I Have a Phobia About Taking Pills: A Case Study
Finding out she was diabetic was a shock for Helen. “It’s not the diabetes – my mum was diagnosed in her early 40s too and I know it is an illness that needs to be managed carefully. I was quite prepared for insulin injections and watching my diet but having to take pills has caused me so much anxiety,” she says.
Helen has Type 2 diabetes, which is also called late onset diabetes. It arises in middle age and is caused when the cells of the pancreas that produce insulin start to fail. “I was having regular checkups for blood pressure as I take the contraceptive pill – which I hate doing as I hate swallowing pills – and the doctor suggested I have a sort of health MOT to check my blood cholesterol etc,” she explains. One of the tests checked her blood sugar and the results indicated she may be mildly diabetic.
Further Tests Confirm DiabetesAfter several more tests, Helen was put in the care of a consultant at the local hospital who told her that the diabetes was not yet severe enough for her to need to take insulin. “I was told that I would be able to control my diabetes by sticking to a carefully planned diet and by taking medication that would help me take sugar from my blood into my tissues more easily. I was prescribed metformin,” recalls Helen.
The Prospect of Swallowing PillsWhen she unpacked the prescription she had picked up Helen looked at the contents of the blister pack packets in despair. Each tablet contained 800 mg of metformin and she had to take two each day, possibly more as time went on. “Each tablet was huge – twice as big as a paracetemol and about 100 times as big as a contraceptive pill. I knew I would not be able to swallow even one of them. It was also obvious from the patient leaflet that I was not allowed to crush them. Metformin is released slowly as the tablet is digested - having the dose all at once could have been dangerous,” she adds.
Three days later, Helen returned to her GP and burst into tears. She explained that the very thought of trying to swallow the metformin tablets made her want to gag. “I just could not do it and there was no point in saying I would be able to if I tried. Luckily, the GP was very sympathetic and told me that my problem was a form of psychological dysphagia.”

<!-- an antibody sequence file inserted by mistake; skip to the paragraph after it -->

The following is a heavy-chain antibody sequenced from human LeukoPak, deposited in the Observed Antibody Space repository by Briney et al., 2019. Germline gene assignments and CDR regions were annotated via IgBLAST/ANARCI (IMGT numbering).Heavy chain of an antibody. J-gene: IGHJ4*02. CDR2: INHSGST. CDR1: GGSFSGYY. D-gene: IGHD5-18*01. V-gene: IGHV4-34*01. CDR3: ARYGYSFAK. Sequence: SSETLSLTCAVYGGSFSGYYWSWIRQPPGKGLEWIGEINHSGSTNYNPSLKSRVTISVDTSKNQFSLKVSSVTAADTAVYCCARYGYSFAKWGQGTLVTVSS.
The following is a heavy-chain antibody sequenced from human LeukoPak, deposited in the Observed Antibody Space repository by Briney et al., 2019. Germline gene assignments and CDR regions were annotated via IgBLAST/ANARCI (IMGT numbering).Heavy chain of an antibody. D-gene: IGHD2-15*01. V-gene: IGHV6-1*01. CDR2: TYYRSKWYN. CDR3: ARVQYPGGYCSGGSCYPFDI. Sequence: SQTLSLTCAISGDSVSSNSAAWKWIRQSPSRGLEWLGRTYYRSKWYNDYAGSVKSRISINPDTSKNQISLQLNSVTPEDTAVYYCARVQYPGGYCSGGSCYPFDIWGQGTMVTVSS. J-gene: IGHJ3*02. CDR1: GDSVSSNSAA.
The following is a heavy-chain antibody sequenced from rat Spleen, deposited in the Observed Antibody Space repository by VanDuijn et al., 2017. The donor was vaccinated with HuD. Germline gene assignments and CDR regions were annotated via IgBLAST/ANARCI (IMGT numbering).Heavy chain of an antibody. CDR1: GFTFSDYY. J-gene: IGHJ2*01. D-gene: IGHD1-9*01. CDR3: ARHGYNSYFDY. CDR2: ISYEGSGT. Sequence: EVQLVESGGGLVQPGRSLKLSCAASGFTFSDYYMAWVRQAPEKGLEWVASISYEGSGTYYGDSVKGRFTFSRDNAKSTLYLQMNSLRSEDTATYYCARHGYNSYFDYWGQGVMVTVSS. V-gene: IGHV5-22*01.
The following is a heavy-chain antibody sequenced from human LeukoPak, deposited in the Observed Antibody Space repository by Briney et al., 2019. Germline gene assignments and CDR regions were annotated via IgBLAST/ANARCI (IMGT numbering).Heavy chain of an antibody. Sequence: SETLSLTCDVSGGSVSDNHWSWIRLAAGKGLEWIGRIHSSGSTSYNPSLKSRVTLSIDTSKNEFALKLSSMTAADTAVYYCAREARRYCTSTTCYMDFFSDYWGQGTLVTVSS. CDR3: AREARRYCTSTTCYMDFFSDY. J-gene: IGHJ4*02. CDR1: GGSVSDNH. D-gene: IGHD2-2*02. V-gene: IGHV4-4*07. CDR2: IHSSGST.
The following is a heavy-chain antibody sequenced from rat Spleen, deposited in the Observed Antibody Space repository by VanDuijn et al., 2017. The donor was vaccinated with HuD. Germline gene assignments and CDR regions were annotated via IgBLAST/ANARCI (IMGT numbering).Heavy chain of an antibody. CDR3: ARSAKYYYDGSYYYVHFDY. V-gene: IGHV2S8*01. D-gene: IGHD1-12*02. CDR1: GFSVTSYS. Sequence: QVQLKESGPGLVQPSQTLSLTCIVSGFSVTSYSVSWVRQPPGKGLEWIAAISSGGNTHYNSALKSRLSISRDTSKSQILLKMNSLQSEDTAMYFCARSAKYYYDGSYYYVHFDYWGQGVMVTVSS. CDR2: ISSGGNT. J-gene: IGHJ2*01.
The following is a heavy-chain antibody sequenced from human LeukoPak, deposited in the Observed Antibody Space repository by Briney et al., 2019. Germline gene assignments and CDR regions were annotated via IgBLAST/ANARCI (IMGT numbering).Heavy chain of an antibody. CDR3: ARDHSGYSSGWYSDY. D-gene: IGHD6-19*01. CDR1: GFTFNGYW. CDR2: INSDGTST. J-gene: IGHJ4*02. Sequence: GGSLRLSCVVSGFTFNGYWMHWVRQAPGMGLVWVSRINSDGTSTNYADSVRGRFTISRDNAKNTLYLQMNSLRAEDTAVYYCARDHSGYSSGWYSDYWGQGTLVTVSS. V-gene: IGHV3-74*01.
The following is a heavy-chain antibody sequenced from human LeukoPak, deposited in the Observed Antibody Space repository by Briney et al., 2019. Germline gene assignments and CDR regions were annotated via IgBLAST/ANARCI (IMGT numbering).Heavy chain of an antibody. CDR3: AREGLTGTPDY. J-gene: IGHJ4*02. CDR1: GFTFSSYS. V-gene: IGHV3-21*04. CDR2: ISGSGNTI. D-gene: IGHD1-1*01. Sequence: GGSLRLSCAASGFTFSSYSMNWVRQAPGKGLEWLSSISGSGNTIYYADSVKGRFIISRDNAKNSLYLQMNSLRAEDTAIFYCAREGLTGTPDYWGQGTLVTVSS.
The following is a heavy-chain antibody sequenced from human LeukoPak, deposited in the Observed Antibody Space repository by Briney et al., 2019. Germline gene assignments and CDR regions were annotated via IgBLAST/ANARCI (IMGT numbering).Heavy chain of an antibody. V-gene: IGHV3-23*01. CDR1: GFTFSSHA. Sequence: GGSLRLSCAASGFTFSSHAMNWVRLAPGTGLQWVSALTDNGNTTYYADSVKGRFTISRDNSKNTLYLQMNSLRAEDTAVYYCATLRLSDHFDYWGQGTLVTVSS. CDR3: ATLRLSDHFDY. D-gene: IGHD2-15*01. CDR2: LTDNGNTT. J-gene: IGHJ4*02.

What is Psychological Dysphagia?Dysphagia means that you have difficulty swallowing. Physiological dysphagia can occur as a result of a stroke or a problem with the throat or oesophagus. It is usually more common in older people. Psychological dysphagia is caused by anxiety and is quite common in people of all ages. Many of us hate swallowing pills, even though we have no problem eating food.
“I don’t know why I have such a problem but I know that even when I try to take my contraceptive pill, my throat just seems to clench together and it takes about a pint of water to get it down. Funnily enough, I don’t have anywhere near the same problem when I have had half a bottle of wine!” says Helen.
Liquid Medicines to the RescueHelen’s GP had a solution to her dysphagia – quite literally. “She knew of a pharmaceutical company that specialised in producing liquid medications – drugs formulated in solution that you can take as syrup. That sounded brilliant.” Another prescription was produced by the surgery and Helen had to wait a few days for the pharmacy to order in the liquid medicine form of metformin.
“I had expected there to be some sort of payback and for the syrup to taste absolutely foul – but I was surprised that it was quite a pleasant almond flavour and I have had no problems taking a regular dose even since. I would recommend liquid medicine formulations to anyone. They aren’t available in all drugs, but it is worth checking out”, says Helen.